I spent a good deal of my academic time in the 1990s arguing with the Industry Commission (now the Productivity Commission) about their estimates of the benefits of microeconomic reform and, in particular the ‘Hilmer reforms’, enshrined in National Competition Policy. My main target was their estimate that NCP would raise Australia’s national income by 5.5 per cent relative to the level that would be obtained without reforms. I suggested that the likely benefits were less than 1 per cent.
In their latest report, available as a PDF download, the PC splits the difference, claiming a net benefit of 2.5 per cent. Reading a bit more closely, the ground they’ve conceded is even greater. The PC estimates cover not only NCP but the entire program of microeconomic reform including tariff reform, financial deregulation, labour market reform and so on. And, whereas the earlier estimates were for a five-year time frame, with more to come in future, the PC implicitly concedes that Australia’s productivity growth, after rising substantially between 1993-4 and 1998-9 fell back to the historical average rate, or below, from 2000 on.
One point on which the PC is holding its ground is that of work intensity. I’ve argued consistently that the upsurge in measured productivity in the middle and late 1990s was due, at least in part, to increases in the pace and intensity of work. They say
Further, contrary to the contention of some commentators (see, for example, Quiggin 2001), greater work intensity â€” manifest in longer working hours and an increased pace of work â€” does not provide a credible explanation for the sustained improvement in Australiaâ€™s productivity performance. The impacts of changes in hours worked are explicitly accounted for in measures of productivity growth. And claims that the productivity improvement would be temporary because of an unsustainable pace of work are inconsistent with the extended period of strong productivity growth that has been observed in Australia.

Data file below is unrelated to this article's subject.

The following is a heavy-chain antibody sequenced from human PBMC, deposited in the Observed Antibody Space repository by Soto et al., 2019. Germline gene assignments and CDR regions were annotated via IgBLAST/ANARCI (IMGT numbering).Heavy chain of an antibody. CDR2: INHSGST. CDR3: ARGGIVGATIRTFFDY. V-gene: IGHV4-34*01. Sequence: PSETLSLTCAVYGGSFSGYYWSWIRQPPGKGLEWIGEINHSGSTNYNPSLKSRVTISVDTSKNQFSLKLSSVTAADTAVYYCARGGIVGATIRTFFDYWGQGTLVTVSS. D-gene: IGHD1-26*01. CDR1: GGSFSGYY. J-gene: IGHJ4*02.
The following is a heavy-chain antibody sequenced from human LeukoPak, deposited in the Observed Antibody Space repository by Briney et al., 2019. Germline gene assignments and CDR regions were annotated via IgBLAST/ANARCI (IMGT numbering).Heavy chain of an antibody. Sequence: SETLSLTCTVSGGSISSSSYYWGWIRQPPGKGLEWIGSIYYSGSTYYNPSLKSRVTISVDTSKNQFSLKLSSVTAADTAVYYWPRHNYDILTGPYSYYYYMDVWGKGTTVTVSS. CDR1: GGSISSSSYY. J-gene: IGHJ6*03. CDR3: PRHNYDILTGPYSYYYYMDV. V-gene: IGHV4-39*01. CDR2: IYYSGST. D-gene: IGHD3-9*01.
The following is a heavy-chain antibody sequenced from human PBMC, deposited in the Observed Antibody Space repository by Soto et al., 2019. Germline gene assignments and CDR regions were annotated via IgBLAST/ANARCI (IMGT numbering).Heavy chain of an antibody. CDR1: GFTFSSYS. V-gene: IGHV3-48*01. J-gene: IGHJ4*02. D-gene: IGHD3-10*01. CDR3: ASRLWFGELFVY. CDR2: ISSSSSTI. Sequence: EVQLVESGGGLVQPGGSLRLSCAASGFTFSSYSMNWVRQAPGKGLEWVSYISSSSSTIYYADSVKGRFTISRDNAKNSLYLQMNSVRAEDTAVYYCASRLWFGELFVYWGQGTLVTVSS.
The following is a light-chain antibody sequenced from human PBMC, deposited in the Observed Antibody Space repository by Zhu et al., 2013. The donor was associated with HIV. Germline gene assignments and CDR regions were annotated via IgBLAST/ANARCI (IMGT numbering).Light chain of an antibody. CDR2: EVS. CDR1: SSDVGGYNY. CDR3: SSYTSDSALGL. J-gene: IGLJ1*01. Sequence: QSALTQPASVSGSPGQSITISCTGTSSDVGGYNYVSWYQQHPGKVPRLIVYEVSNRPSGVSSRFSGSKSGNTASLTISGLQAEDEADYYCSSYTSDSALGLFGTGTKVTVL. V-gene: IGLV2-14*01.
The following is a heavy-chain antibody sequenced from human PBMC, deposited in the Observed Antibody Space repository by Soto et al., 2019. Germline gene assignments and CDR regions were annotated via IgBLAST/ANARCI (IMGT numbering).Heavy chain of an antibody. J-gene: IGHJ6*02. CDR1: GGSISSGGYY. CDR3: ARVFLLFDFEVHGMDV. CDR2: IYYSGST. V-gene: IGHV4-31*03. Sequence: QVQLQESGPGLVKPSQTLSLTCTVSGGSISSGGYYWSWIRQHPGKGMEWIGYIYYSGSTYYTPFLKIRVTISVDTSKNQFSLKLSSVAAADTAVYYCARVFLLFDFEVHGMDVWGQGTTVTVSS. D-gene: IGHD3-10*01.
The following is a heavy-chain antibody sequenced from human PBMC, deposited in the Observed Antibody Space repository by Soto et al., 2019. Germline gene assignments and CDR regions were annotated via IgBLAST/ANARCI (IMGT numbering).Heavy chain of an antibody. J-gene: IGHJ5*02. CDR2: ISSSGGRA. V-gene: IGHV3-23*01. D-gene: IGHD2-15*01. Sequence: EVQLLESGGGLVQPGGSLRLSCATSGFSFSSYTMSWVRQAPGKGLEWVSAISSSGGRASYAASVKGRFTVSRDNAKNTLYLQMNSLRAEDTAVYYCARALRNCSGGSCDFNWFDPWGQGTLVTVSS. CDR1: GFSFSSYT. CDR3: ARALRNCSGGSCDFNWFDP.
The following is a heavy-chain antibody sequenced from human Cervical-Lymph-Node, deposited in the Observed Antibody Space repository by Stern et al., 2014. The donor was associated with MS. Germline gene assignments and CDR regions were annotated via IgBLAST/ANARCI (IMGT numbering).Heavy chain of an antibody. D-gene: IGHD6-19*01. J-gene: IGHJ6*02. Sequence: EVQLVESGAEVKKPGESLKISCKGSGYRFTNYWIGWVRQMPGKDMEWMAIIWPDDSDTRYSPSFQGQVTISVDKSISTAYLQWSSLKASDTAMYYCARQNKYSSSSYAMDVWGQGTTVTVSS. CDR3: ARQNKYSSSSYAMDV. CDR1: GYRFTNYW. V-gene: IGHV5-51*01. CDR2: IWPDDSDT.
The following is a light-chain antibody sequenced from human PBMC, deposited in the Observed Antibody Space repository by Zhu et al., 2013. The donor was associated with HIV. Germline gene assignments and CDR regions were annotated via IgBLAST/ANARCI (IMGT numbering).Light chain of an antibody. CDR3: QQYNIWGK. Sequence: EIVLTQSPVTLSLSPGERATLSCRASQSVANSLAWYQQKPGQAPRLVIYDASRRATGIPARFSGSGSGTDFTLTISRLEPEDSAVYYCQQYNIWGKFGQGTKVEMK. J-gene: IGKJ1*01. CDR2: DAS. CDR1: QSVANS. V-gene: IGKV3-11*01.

This argument fails because the supporting premise “an extended period of strong productivity growth” is false. As I’ve already observed, above-average productivity growth ceased after 1998-99. This is exactly consistent with a once-off increase in work intensity.
There’s some fancy footwork going on with levels and rates of change here. I’ve asserted that productivity growth based on increased work intensity is unsustainable in the sense that while you can increase work intensity for a few years, the process has to come to a halt. If the higher levels of intensity are maintained, productivity growth will return to its previous rate, but the increase in productivity level will be maintained. A stronger notion of ‘unsustainable’ is that the increase in effort will be reversed, and productivity growth will be below-average until the temporary increase in levels is lost. There is some evidence of a reduction in work intensity over the past few years, but it’s clear that much of the increase in the 1990s has been sustained.
What’s left in the case for microeconomic reform is not the productivity gains that were originally promoted but the proposition that microeconomic reform has contributed to our good macroeconomic performance over the past fifteen years. There are a lot of problems with this claim. Most obviously, we were well into the micro reform push when the 1989-90 recession began. More importantly, our current strong performance seems heavily dependent on low interest rates, and it’s hard to see how these can be sustained with a large trade deficit and an expanding current account deficit. Still, this is one area where I’ve been overly pessimistic in the past, and we’ll just have to wait and see whether we can get back on to a sustainable trade path without a recession or serious slowdown.
fn1. Actually, this isn’t quite right. In the early 1980s, microeconomic reform was promoted on macroeconomic grounds, as providing the increased flexibility that would permit a sustained macro expansion without running into export bottlenecks and current account deficits (at that time, assumed to be unsustainable). These claims were abandoned after the 1989-90 recession and attention focused on productivity growth.